Scroll down this page or click on specific site name to view features on the following Washington County attractions/points of interest:
Fast facts about Washington County:
Created in 1799, the county was named for President George Washington.
The county seat is Plymouth, named for the town in Massachusetts. Other communities include Cherry, Creswell, Hinson, Pleasant Grove, Roper, Scuppernong, Wenona, and Westover.
Washington County’s land area is 348.46 square miles; the population in the 2010 census was 13,228.
It is noteworthy that the most successful of the Confederate ironclads, the CSS Albemarle, played a key role in the Battle of Plymouth, fought April 19, 1864, when Rebel forces recaptured the town.
Below: Plymouth's picturesque -- and historic -- waterfront
God’s Creation Wildlife Museum at 111 West Water Street showcases the private collection of Tom Harrison. The Museum features an amazing assortment of animals. Entitled “From Alaska to Africa, & the Wilderness In Between,” the exhibit includes a few animals indigenous to North Carolina – a black bear and coyote being two examples – but most come from more distant places. A Dall Sheep, for instance, was taken by Harrison in Alaska in 1994, in what he described as his most adventuresome hunt ever. With 44” horns, it was the biggest sheep harvested in Alaska that year. This and other animals from the northwestern frontier are displayed in front of a façade of an Alaskan trapper’s hut. Step through the door of the hut, however, and you’re instantly transported to the African plains. In this setting you’ll see a lioness, elephant, impala, bongo, and antelope. Elsewhere you’ll discover a Cape Buffalo, white rhino, and leopard. All of Africa’s “big game” animals are exhibited. God’s Creation Wildlife Museum is open 10-4 weekdays. Admission charged. 252-793-6600
South of Creswell
Pettigrew State Park, straddling Tyrrell and Washington counties, covers nearly 17,500 acres, including 16,600 of water. Lake Phelps is the second largest freshwater lake in the state and is one of the many Carolina “bay lakes,” so-called because of the abundance of bay trees growing nearby. Fed only by precipitation and springs, the average depth of Lake Phelps is four feet, and its maximum depth is only eight feet. With 25 square miles of water surface, the obvious activities are fishing and boating. Those enjoying the former are likely to catch largemouth bass and bluegill in the spring and fall, yellow perch in the summer. Steady winds make Lake Phelps ideal for sailboating, but rowboats, canoes, and kayaks are popular as well. Boat ramps are located near the park’s information center. A family campground, picnic grounds, and rest rooms are also located here. Several easy hiking trails are in the offing. The Bee Tree Canal walk leads to an observation platform with a good view of Lake Phelps. The Moccasin Canal Trail features a 300-foot boardwalk passing through a cypress forest, with other parts of the trail winding through stands of sycamore, gum, poplar, and bald cypress.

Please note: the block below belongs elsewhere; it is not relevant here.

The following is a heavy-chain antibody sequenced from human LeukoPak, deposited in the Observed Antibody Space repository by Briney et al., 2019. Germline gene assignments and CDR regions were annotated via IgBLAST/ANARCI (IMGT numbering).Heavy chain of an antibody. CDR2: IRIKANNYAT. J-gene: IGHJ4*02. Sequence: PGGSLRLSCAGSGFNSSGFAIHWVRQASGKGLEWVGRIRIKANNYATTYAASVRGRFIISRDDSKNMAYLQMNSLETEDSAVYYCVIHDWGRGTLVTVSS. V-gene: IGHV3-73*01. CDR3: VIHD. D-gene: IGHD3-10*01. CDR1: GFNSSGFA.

The Port O’ Plymouth Museum, one of the top ten Civil War sites in the two Carolinas, occupies the restored Seaboard Coastline train depot along the Roanoke River. Although the main focus of the Port O’ Plymouth Museum is interpreting the town’s role during the War Between the States, the facility also spotlights Plymouth’s early history as a port city, situated at the mouth of the Roanoke River at the western end of the Albemarle Sound. The seat of government for Washington County, Plymouth was established in 1787. It became one of the state’s six official ports of entry in the early 1800s, at which time Plymouth ranked ninth in population among NC towns. During the Civil War, the town’s strategic location made it important to both sides. Plymouth fell to Union forces in 1862. Using the town as a base of operations, the Federals were anxious to advance northwest, destroying the bridge at Weldon and cutting the Wilmington-Weldon railroad line. Loss of this crucial supply route would have had a disastrous effect on Confederate war efforts in the eastern theater. To counter this Union threat, rebel forces constructed Fort Branch along the banks of the Roanoke about twenty miles west of Plymouth.
The Confederates also built the ironclad gunboat Albemarle, one of four such warships built in North Carolina during the war. Of these four, the Albemarle, under Commander James W. Cooke, was by far the most successful. Joining with Confederate land forces led by General Robert F. Hoke, the Albemarle engaged in a combined assault on the Federals at Plymouth April 19, 1864. The gunboat sunk the Federal warship Southfield and severely damaged the Union ship Miami. The Confederates recaptured the town, holding it for several months until a daring commando raid led by Lieutenant William Cushing sunk the Albemarle. Loss of the ironclad gave control of the river, and the town, back to the Federals.
A worthy addition to the museum experience is the one-third-scale replica of the Ram Albemarle. This reproduction of the famous rebel ironclad was launched April 17, 2002 and measures 63 feet from bow to stern, 14 feet across, and floats on pontoons. Financed by local businessman Tom Harrison, the replica was built over a six-month period by Guy Macken using detailed plans of the gunboat to insure its accurate appearance. The scaled-down version looks authentic as it steams out to the center of the Roanoke River for firing demonstrations. The replica has working four cannons – “yacht guns” – that are fired during these demonstrations. A full-sized replica of the 37-foot launch used by William Cushing to torpedo the real Albemarle in 1864 has also been constructed. Macken built this craft as well, and during the October, 2002 re-enactment of Cushing’s raid on the Albemarle, he played the role of the flamboyant Yankee commando. Macken thus had the unenviable task of “sinking” the very ship he had built.